Editor's note: We often ask graduates where their favorite spots for power studying are. In Rose's case, flexibility and ingenuity were key — she said she moved dozens of times with her children trying to get away from a threatening ex-boyfriend, and completing assignments was very difficult.

A: When I think back over my years with ASU, memories of me completing homework flash through my mind: me locked in a car while my young children slept, trying to read and write by the light of my phone; me hiding at a park playground, sitting under the jungle gym while my kids played and I tried to give them attention and also read through research; me working at Starbucks and spending my 10- and 30-minute breaks in my car, using the store’s free WIFI to turn everything in by their deadlines; me stopping at gas stations, hotels, coffee shops, in all different states, armed with slime kits and books and tic-tac-toe games to entertain my kids while I tried to finish a school project before we had to hit the road again.

It was like this until this last year; now I am in my own house and I think my very favorite place to study is out in my own backyard, on my own deck, with my kids sitting beside me at our patio table, completing their schoolwork, safe and calm.

Q: What are your plans after graduation?

A: After graduation, I will continue with Starbucks, at least for a little while. I am a store manager now, with my own store and team of amazing baristas, and it’s nice to create my own environment and be able to provide the type of customer and partner experience that I have always wanted.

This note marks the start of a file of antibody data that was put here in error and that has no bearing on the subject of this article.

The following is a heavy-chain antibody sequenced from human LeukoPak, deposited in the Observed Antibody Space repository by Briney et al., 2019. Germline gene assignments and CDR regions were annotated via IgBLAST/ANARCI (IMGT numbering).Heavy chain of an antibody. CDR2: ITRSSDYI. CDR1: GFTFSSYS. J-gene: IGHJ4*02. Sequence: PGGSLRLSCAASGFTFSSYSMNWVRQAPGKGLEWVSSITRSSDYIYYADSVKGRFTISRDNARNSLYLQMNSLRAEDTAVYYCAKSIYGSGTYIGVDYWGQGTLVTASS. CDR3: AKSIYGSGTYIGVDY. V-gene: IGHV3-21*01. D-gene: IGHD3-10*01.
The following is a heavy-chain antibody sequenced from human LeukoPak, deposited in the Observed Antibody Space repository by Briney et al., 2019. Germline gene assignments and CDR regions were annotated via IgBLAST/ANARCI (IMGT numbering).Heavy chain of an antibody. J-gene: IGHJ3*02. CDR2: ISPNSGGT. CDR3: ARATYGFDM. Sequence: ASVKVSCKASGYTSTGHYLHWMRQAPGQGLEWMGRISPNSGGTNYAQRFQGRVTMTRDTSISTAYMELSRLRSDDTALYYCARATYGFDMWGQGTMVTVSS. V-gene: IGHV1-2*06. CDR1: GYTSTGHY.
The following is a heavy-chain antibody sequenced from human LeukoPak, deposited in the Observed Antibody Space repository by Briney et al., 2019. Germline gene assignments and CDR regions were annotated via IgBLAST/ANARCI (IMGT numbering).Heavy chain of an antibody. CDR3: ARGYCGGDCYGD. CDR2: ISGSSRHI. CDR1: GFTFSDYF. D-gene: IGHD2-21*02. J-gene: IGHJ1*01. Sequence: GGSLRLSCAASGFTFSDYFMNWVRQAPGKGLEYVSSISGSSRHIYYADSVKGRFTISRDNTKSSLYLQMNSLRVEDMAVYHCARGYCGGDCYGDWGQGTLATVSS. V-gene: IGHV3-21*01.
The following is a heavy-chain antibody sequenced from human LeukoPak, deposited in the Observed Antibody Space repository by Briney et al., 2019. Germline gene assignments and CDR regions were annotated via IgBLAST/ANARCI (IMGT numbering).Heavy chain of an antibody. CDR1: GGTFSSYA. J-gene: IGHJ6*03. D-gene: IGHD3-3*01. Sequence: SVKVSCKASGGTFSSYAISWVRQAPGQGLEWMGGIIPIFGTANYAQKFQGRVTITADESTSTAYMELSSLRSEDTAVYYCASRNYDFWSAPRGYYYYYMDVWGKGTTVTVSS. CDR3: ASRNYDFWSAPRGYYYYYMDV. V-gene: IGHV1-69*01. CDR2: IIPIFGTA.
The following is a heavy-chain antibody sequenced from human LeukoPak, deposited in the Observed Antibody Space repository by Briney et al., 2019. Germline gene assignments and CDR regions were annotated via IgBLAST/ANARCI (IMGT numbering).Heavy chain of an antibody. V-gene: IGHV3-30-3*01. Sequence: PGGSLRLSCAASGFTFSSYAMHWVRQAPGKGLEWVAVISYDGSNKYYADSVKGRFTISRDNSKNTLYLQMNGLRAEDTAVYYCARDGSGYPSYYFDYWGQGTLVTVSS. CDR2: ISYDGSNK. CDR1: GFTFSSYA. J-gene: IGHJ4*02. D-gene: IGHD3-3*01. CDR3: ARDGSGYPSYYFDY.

However, long term, I would like to be in a position where I can re-create mental health programs for teenagers in my state of Colorado. We are fifth highest in the country for suicides, and it is the leading cause of death for kids ages 10–15 years old. We need a complete overhaul of how we approach mental health in our schools here, and I would love to lead that project.

Q: If someone gave you $40 million to solve one problem on our planet, what would you tackle?

A: I would use that money to create and provide affordable, sustainable housing for as many people as I could. I learned through my years on the run that it’s very difficult to achieve what you want to achieve, and live a life that you enjoy and are proud of, if you don’t have a home base. You can’t get very far in life without an address or a safe place to relax and re-center. Everyone deserves to have a place to rest their head and regroup.

Written by Margot LaNoue for ASU Online